Eurotium repen Click for Details All Eurotium species are xerphilic. E. Repen are one of important spoilage moulds in all types of stored commodities like stored grains, spices, nuts and animal feeds.An ascomycete characterized by whitish to bright yellow spherical fruiting bodies (cleistothecia) containing spherical asci which in turn each enclose eight colourless ascospores.
Penicillium expansum
Penicillium expansum Click for Details Classification of the penicillia is based on microscopic morphology. The genus Penicillium is divided into subgenera based on the number and arrangement of phialides and metulae and rami on the main stalk cells.
Penicillium citreonigrum
Penicillium citreonigrum Click for Details P. citreonigrum is not a commonly isolated species, but it is widely distributed.P. citreonigrum grows in rice after harvest, when the moisture content reaches 14.6%. At 1% higher moisture, other fungi will overgrow it, so the moisture band for invasion is narrow. The fungus is reported to be favoured by the lower temperatures and shorter hours of daylight occurring in the more temperate rice growing areas. The Oriental disease known as "beriberi" has traditionally been regarded as a nutritional disease, an avitaminosis. However, beriberi is more than a single disease, and one form of it, known in Japan as acute cardiac beriberi, has been established to be a mycotoxicosis. Acute cardiac beriberi in Japan is now only of historical interest. However, P. citreonigrum and Citreoviridin may still occur in other parts of Asia. Citreoviridin is also produced by P. ochrosalmoneum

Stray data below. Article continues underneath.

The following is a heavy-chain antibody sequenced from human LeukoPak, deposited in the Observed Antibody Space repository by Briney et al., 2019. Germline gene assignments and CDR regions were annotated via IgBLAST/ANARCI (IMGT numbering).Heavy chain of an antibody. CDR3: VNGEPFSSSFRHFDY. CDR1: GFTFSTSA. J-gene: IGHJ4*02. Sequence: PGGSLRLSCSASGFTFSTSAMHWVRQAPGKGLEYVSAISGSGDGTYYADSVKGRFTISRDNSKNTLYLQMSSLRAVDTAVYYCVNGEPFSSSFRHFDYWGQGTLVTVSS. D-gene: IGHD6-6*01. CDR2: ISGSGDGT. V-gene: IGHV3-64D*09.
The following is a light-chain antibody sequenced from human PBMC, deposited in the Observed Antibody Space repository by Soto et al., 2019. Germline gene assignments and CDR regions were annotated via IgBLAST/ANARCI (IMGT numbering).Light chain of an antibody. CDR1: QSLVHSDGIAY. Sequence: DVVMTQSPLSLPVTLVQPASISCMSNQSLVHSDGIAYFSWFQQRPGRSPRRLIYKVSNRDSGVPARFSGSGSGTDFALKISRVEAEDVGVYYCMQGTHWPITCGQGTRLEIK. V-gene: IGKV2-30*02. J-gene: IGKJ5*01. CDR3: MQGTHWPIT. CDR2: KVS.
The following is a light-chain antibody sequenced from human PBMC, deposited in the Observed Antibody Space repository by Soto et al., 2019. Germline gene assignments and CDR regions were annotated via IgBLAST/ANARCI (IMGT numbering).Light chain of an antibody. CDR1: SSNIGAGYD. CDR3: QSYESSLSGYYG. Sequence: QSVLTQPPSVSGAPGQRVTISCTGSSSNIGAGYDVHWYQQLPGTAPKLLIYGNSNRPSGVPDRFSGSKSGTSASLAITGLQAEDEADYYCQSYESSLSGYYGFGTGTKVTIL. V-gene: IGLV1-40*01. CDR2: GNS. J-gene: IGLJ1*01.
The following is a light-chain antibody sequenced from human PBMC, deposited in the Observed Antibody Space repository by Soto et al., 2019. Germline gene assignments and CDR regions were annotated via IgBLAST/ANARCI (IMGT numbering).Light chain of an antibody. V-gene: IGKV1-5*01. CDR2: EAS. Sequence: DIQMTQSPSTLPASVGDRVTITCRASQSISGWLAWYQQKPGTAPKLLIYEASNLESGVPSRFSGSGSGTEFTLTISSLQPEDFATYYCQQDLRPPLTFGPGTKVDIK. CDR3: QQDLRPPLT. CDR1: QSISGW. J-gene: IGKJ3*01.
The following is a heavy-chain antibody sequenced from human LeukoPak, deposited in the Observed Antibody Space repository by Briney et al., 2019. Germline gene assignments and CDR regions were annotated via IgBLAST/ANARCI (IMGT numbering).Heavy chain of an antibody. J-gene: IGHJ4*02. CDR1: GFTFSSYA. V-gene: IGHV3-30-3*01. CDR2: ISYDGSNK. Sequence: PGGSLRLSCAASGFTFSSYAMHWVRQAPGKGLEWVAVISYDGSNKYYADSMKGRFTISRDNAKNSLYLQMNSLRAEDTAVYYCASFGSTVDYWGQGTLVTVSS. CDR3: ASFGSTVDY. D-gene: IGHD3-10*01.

Penicillium citrinum
Penicillium citrinum Click for Details P. citrinum has been a well recognised species for most of this century. Its importance in the present context lies not so much in the production of a mycotoxin of particular human significance, but in its ubiquity, so that any toxins produced can be expected to be very widely distributed in food and feed supplies. P. citrinum is the major producer of citrinin,
Fusarium graminearum
Fusarium graminearum Click for Details Fusarium is one of the most important genera of plant pathogenic fungi on earth, with a record of devastating infections in many kinds of economically important plants. Fusarium species are responsible for wilts, blights, root rots and cankers in legumes, coffee, pine trees, wheat, corn, carnations and grasses. The importance of Fusarium species in the current context is that infection may sometimes occur in developing seeds, especially in cereals, and also in maturing fruits and vegetables. An immediate potential for toxin production in foods is apparent.